Now listen carefully, will you, as I wrap this up. Anybody in a leadership position spiritually ought to know these six things. If you want to motivate people to respond to spiritual truth and to grow in Christ, you have to establish a position of authority. In other words, they need to know they are bound to respond when you speak the Word of God.
Secondly, you want to convey to them the attitude of altruism; that is, they must know that you have their best interest in your hearts.
Thirdly, an attitude of appreciation; they need to know you thank God on every remembrance of them.
And then, an attitude of appeal – which means you constantly pray for them.
The attitude of appreciation says you care about them in a deep, loving relationship.
And finally that spirit of affirmation that affirms them that says, “I know you can do it.”
These things, frankly, are so universal in application they could be applied even beyond the discipling process to any area of life – any area of life. If you put these into practice, you will have a major impact on the people you influence for the Kingdom of God.
Let’s bow together in prayer.
We thank You, Father, for the Apostle Paul. What a model he is, what an example. Caught up with the mission so unconcerned about his own circumstances, so oblivious to his own pain; lost in wanting to pass the baton and the torch to another generation. God, give us that spirit.
We thank You for the privilege of doing that here at Grace Church as parents, as disciplers, as teachers, Bible study leaders. We thank You that we can do it through The Master’s College and through The Master’s Seminary as we raise up godly men and women for the next generation to be the shining beacon lights for the advancement of Your glorious Kingdom in the hearts of men.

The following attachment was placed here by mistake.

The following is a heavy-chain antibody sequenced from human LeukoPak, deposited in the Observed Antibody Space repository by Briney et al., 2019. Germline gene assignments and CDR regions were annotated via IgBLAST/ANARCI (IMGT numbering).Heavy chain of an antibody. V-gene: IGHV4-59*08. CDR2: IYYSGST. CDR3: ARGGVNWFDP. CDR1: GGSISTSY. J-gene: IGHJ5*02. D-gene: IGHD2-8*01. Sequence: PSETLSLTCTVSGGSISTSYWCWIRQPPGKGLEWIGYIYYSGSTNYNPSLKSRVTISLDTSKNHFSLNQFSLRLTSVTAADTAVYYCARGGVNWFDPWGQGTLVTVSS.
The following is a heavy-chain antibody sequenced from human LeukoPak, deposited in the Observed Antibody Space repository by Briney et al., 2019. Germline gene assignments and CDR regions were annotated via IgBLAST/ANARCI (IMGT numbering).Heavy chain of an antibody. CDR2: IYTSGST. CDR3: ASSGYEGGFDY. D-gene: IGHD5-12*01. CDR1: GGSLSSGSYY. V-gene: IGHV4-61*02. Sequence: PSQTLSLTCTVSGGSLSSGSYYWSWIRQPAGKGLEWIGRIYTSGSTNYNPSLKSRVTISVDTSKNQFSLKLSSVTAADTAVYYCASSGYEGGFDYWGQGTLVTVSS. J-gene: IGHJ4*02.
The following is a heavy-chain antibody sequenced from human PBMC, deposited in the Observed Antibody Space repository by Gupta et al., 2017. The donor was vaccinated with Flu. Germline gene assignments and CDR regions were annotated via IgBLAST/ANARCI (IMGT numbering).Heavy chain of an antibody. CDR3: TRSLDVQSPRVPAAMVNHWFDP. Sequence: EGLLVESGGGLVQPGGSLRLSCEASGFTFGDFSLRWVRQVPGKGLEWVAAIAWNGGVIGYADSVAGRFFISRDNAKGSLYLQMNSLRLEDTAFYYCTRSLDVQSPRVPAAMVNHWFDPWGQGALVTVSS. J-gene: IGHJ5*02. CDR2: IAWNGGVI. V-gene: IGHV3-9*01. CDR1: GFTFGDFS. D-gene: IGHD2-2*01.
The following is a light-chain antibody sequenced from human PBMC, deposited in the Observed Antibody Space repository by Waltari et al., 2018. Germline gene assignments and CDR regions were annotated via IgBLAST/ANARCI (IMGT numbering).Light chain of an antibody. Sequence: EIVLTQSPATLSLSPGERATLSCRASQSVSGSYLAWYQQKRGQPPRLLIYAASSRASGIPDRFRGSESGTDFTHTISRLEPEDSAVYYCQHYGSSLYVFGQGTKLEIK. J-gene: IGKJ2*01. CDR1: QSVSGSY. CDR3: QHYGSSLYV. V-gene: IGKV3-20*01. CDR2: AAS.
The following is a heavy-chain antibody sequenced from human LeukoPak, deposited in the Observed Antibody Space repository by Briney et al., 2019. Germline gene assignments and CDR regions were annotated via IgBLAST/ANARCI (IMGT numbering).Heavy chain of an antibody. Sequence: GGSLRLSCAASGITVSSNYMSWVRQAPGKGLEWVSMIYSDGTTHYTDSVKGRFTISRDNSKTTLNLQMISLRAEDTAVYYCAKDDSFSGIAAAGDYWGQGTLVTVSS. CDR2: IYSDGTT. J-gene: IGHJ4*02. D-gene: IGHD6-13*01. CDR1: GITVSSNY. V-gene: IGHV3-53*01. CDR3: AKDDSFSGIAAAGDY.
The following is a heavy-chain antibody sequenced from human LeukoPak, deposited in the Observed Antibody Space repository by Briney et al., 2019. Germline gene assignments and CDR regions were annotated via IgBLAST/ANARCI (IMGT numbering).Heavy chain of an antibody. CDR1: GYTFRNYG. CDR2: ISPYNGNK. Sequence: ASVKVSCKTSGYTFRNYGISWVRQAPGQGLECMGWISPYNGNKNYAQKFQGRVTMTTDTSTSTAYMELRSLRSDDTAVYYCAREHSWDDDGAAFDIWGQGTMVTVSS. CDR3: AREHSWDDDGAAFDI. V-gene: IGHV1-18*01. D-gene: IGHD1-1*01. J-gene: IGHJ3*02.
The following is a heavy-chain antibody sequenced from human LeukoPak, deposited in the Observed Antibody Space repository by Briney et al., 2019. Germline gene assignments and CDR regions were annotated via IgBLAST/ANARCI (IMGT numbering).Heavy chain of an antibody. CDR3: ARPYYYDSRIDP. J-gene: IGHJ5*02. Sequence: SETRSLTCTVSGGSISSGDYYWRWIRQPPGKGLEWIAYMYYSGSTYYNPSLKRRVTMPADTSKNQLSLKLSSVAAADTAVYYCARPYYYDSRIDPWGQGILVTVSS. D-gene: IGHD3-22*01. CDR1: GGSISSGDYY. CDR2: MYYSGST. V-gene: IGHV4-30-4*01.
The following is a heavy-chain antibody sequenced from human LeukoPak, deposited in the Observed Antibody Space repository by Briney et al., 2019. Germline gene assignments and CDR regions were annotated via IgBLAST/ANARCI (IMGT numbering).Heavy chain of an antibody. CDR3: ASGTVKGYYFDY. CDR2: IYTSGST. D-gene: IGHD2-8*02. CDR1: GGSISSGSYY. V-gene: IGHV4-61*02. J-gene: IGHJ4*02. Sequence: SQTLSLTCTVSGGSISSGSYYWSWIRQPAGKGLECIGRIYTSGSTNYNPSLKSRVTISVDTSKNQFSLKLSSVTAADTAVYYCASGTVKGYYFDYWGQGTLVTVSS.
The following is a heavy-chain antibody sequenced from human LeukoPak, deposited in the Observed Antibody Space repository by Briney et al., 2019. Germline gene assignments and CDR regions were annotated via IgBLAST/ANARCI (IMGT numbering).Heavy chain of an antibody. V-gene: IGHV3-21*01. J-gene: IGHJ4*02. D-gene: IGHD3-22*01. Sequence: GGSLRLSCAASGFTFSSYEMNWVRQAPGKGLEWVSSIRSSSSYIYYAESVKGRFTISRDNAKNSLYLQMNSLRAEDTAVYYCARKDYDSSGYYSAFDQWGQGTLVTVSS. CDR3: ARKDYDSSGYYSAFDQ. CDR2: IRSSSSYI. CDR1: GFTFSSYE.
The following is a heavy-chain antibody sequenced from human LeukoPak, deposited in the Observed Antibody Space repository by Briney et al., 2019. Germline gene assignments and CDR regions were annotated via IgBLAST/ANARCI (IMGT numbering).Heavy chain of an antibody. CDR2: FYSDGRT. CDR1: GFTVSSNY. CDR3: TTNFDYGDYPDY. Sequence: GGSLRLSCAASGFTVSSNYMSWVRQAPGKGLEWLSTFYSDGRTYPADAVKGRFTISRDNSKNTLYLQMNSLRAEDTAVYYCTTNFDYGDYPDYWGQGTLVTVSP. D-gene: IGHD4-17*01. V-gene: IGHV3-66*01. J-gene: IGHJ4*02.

O Lord, thank You for giving us this wonderful privilege and this wonderful model in Paul. Help us to be able to motivate folks in the same way that he motivated Timothy by calling on those things that would move Timothy’s heart to response, and may we as well be moved, Lord.
May we come to be obedient to all that You would have us to do, as those who are under authority, as those whose very best interest is being sought, as those who basically are loved; those who are prayed for, those who are the concern not only of You but of those who serve you in this world. May we know the affirmation, the appreciation that moves the heart.
Lord, may these things work in our lives that they might be used in the lives of others whom we influence. And Lord, like Paul we know that all of us will come someday to our own dungeon awaiting death. The circumstances may be different, but there will come a time when we have to pass the torch. Give us those Timothys; those young men and women of the next generation in whom we can invest our lives to carry on what You’ve given us to do. And may none of us assume that we have nothing to pass on for we have nothing to do. What sin that is to think even that, for we are gifted and we are called, every one, to serve faithfully. Help us to make every investment in the generation to come that they may guard and propagate Your holy truth for the Savior’s sake. Amen.